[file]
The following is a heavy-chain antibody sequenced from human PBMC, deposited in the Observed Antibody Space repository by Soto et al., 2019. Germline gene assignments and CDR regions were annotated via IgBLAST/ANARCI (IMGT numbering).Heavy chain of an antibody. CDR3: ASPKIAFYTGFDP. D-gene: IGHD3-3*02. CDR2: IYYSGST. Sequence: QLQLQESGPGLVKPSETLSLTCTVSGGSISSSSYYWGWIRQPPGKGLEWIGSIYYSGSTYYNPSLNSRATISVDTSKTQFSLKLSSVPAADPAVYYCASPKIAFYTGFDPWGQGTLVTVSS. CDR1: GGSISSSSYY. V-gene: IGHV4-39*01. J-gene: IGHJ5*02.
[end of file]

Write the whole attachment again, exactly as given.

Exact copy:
The following is a heavy-chain antibody sequenced from human PBMC, deposited in the Observed Antibody Space repository by Soto et al., 2019. Germline gene assignments and CDR regions were annotated via IgBLAST/ANARCI (IMGT numbering).Heavy chain of an antibody. CDR3: ASPKIAFYTGFDP. D-gene: IGHD3-3*02. CDR2: IYYSGST. Sequence: QLQLQESGPGLVKPSETLSLTCTVSGGSISSSSYYWGWIRQPPGKGLEWIGSIYYSGSTYYNPSLNSRATISVDTSKTQFSLKLSSVPAADPAVYYCASPKIAFYTGFDPWGQGTLVTVSS. CDR1: GGSISSSSYY. V-gene: IGHV4-39*01. J-gene: IGHJ5*02.